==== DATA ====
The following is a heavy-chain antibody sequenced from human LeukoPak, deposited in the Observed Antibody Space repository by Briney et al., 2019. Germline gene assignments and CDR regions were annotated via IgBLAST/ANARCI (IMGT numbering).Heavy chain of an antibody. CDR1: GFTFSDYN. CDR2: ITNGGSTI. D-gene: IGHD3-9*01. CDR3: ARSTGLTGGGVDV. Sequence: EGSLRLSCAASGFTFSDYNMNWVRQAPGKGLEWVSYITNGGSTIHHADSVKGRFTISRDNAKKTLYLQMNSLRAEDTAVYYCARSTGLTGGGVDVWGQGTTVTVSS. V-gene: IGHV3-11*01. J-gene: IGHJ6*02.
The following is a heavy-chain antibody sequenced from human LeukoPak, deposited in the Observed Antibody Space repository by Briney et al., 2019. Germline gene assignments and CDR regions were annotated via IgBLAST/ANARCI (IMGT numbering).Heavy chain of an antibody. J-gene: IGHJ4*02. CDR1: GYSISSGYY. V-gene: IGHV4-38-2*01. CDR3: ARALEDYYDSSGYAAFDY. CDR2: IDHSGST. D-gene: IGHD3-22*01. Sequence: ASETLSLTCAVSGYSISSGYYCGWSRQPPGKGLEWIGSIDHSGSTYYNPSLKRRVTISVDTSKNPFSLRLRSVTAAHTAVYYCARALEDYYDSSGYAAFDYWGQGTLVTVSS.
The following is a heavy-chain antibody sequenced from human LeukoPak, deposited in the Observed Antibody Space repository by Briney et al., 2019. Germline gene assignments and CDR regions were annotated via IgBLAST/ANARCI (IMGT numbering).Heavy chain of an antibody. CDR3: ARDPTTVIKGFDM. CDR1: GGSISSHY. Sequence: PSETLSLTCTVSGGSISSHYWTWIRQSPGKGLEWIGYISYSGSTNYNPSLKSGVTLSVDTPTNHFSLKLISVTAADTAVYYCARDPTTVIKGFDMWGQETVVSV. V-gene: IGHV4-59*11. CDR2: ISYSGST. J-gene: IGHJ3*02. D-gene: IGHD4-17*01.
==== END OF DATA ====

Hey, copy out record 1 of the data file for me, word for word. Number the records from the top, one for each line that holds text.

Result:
The following is a heavy-chain antibody sequenced from human LeukoPak, deposited in the Observed Antibody Space repository by Briney et al., 2019. Germline gene assignments and CDR regions were annotated via IgBLAST/ANARCI (IMGT numbering).Heavy chain of an antibody. CDR1: GFTFSDYN. CDR2: ITNGGSTI. D-gene: IGHD3-9*01. CDR3: ARSTGLTGGGVDV. Sequence: EGSLRLSCAASGFTFSDYNMNWVRQAPGKGLEWVSYITNGGSTIHHADSVKGRFTISRDNAKKTLYLQMNSLRAEDTAVYYCARSTGLTGGGVDVWGQGTTVTVSS. V-gene: IGHV3-11*01. J-gene: IGHJ6*02.